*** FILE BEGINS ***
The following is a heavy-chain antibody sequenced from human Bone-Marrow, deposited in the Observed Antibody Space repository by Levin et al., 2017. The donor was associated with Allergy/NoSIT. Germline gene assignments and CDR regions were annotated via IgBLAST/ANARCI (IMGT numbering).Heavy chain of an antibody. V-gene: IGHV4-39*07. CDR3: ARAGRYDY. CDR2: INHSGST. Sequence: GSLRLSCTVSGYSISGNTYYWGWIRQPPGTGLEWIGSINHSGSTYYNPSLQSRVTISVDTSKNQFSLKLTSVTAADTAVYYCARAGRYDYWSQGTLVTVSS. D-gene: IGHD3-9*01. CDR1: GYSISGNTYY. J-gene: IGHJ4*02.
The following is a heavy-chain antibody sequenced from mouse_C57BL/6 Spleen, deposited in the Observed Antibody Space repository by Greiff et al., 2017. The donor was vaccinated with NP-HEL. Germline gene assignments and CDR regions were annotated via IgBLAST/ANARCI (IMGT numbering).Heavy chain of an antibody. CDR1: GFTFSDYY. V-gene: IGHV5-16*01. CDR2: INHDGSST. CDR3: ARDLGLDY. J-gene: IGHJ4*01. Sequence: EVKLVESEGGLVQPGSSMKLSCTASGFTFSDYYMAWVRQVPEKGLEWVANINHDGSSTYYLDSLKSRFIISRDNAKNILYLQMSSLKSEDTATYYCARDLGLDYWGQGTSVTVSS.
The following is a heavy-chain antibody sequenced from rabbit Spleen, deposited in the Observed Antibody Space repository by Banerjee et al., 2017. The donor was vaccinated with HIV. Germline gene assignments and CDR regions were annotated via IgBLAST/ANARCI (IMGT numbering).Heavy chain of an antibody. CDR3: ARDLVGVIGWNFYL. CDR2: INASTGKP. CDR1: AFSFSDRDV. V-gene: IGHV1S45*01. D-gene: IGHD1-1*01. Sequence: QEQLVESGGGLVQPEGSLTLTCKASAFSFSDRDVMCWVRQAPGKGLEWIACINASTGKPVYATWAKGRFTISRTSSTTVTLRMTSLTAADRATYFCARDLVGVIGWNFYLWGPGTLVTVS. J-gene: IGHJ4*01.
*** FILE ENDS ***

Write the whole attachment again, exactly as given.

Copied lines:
The following is a heavy-chain antibody sequenced from human Bone-Marrow, deposited in the Observed Antibody Space repository by Levin et al., 2017. The donor was associated with Allergy/NoSIT. Germline gene assignments and CDR regions were annotated via IgBLAST/ANARCI (IMGT numbering).Heavy chain of an antibody. V-gene: IGHV4-39*07. CDR3: ARAGRYDY. CDR2: INHSGST. Sequence: GSLRLSCTVSGYSISGNTYYWGWIRQPPGTGLEWIGSINHSGSTYYNPSLQSRVTISVDTSKNQFSLKLTSVTAADTAVYYCARAGRYDYWSQGTLVTVSS. D-gene: IGHD3-9*01. CDR1: GYSISGNTYY. J-gene: IGHJ4*02.
The following is a heavy-chain antibody sequenced from mouse_C57BL/6 Spleen, deposited in the Observed Antibody Space repository by Greiff et al., 2017. The donor was vaccinated with NP-HEL. Germline gene assignments and CDR regions were annotated via IgBLAST/ANARCI (IMGT numbering).Heavy chain of an antibody. CDR1: GFTFSDYY. V-gene: IGHV5-16*01. CDR2: INHDGSST. CDR3: ARDLGLDY. J-gene: IGHJ4*01. Sequence: EVKLVESEGGLVQPGSSMKLSCTASGFTFSDYYMAWVRQVPEKGLEWVANINHDGSSTYYLDSLKSRFIISRDNAKNILYLQMSSLKSEDTATYYCARDLGLDYWGQGTSVTVSS.
The following is a heavy-chain antibody sequenced from rabbit Spleen, deposited in the Observed Antibody Space repository by Banerjee et al., 2017. The donor was vaccinated with HIV. Germline gene assignments and CDR regions were annotated via IgBLAST/ANARCI (IMGT numbering).Heavy chain of an antibody. CDR3: ARDLVGVIGWNFYL. CDR2: INASTGKP. CDR1: AFSFSDRDV. V-gene: IGHV1S45*01. D-gene: IGHD1-1*01. Sequence: QEQLVESGGGLVQPEGSLTLTCKASAFSFSDRDVMCWVRQAPGKGLEWIACINASTGKPVYATWAKGRFTISRTSSTTVTLRMTSLTAADRATYFCARDLVGVIGWNFYLWGPGTLVTVS. J-gene: IGHJ4*01.